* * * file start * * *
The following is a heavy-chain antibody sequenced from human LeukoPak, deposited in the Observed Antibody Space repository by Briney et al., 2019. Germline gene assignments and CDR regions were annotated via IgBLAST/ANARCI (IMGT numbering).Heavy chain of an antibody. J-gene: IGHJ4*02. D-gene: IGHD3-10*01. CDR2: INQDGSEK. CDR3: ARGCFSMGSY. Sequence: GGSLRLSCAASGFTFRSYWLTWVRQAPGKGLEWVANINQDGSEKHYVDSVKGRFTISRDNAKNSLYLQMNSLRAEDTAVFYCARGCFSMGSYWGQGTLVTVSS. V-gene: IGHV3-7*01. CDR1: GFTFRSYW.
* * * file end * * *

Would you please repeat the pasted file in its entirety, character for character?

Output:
The following is a heavy-chain antibody sequenced from human LeukoPak, deposited in the Observed Antibody Space repository by Briney et al., 2019. Germline gene assignments and CDR regions were annotated via IgBLAST/ANARCI (IMGT numbering).Heavy chain of an antibody. J-gene: IGHJ4*02. D-gene: IGHD3-10*01. CDR2: INQDGSEK. CDR3: ARGCFSMGSY. Sequence: GGSLRLSCAASGFTFRSYWLTWVRQAPGKGLEWVANINQDGSEKHYVDSVKGRFTISRDNAKNSLYLQMNSLRAEDTAVFYCARGCFSMGSYWGQGTLVTVSS. V-gene: IGHV3-7*01. CDR1: GFTFRSYW.